News FocusHuman Genome 10th Anniversary

The Human Genome (Patent) Project

Science  04 Feb 2011:
Vol. 331, Issue 6017, pp. 530-531
DOI: 10.1126/science.331.6017.530

You are currently viewing the summary.

View Full Text

This article has a correction. Please see:

Summary

Scientists have come to realize that any one gene accounts for only a small risk for most diseases and that many "common" diseases like diabetes are the result of many distinct DNA variations. Many diagnostic companies have therefore shifted focus and offer so-called multiplex tests, which can scan dozens of genes and study the molecular products of each. Patents last up to 2 decades, however, so they cannot evolve as quickly as genetics has. In fact, one-fifth of human genes—especially potential moneymakers associated with diseases—are covered by patents, so a commercial outfit developing a diagnostic test faces quite a "patent thicket." But diagnostics is only the most obvious area in which critics say gene patents and gene science have become misaligned. Disputes over the proper way to patent genes—especially how many patents to grant and how broad to make them—have affected most areas of biotechnology.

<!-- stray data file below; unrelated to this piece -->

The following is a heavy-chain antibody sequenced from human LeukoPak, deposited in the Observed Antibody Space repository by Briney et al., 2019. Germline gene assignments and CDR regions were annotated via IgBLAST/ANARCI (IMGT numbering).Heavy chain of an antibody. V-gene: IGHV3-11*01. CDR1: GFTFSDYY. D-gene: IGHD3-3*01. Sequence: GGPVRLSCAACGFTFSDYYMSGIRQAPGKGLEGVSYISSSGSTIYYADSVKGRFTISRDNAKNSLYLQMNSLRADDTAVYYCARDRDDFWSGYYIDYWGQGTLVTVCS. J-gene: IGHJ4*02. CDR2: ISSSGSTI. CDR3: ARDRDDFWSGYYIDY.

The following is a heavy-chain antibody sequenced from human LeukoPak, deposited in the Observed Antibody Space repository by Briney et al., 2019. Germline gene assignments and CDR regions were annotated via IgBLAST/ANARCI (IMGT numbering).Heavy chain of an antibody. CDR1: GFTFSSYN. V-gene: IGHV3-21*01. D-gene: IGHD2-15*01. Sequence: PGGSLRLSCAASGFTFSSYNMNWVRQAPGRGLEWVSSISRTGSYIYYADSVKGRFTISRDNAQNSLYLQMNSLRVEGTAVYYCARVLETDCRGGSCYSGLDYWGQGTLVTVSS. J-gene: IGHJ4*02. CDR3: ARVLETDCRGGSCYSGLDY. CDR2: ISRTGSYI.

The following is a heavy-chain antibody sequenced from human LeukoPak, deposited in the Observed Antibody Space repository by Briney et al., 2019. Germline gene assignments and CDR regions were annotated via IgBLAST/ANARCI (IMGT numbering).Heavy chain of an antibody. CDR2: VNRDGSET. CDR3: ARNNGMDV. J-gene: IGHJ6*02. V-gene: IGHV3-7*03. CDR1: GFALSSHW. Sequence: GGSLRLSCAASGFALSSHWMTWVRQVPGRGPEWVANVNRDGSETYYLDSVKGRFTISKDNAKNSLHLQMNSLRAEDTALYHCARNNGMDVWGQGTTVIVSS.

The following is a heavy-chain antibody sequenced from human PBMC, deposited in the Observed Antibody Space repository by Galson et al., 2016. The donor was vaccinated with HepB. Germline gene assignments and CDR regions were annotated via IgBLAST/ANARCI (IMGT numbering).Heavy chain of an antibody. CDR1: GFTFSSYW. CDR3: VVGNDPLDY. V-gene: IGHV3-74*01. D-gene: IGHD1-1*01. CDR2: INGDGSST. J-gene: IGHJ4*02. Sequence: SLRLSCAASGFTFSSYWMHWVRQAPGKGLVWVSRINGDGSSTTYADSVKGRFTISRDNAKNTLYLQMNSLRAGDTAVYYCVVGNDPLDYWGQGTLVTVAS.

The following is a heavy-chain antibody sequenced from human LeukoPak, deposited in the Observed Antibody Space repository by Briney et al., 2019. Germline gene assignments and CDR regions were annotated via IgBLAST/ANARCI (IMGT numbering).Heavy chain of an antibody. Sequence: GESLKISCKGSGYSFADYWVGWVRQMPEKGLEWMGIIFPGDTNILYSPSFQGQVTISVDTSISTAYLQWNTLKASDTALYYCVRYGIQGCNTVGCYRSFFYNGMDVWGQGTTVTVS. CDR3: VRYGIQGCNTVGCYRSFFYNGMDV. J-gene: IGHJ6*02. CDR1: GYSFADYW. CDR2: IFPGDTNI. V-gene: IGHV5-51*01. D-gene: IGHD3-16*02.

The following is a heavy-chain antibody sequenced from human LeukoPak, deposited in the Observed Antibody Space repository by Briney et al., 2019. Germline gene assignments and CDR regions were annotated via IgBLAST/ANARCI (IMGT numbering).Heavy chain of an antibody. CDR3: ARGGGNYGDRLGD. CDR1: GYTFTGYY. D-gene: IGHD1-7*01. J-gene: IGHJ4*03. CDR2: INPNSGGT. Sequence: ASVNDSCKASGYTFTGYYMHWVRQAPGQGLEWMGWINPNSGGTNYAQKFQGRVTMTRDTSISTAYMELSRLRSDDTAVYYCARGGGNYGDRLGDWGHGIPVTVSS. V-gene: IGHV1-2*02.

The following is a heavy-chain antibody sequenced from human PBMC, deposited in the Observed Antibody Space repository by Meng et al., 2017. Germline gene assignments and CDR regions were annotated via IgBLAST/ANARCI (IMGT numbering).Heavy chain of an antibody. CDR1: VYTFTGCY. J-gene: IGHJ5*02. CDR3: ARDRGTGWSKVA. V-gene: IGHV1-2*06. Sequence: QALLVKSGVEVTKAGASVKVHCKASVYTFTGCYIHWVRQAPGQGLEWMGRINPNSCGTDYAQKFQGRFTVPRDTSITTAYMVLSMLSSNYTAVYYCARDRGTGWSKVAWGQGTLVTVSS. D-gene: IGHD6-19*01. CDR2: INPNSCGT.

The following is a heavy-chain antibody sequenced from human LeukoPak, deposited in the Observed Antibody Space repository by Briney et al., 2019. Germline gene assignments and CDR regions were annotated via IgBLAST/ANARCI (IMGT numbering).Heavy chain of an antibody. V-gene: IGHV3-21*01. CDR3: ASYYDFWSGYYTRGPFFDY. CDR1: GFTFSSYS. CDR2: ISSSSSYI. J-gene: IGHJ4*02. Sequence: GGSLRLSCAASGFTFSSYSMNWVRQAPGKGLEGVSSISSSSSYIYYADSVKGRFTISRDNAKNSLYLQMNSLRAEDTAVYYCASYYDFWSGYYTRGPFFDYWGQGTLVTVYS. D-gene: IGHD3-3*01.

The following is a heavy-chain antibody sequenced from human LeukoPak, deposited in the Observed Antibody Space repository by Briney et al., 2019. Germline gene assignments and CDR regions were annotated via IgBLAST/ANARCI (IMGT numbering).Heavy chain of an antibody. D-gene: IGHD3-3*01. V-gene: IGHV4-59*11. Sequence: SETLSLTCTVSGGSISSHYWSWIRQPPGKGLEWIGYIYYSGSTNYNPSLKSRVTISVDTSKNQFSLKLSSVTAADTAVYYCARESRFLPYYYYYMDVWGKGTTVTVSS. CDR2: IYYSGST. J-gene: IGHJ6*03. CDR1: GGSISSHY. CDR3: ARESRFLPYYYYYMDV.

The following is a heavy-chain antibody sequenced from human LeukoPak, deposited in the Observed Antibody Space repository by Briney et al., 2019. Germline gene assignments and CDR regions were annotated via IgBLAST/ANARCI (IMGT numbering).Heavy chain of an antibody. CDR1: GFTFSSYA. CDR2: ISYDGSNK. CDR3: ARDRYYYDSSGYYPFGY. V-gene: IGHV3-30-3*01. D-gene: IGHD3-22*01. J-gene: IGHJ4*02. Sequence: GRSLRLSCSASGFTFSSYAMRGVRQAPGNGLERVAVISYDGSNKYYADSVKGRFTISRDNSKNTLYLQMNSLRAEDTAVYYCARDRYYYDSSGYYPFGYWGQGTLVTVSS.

This News story and another on genomic medicine (p. 526) launch a series of features this month commemorating the 10th anniversary of Science's and Nature's publications of the human genome, which are gathered here.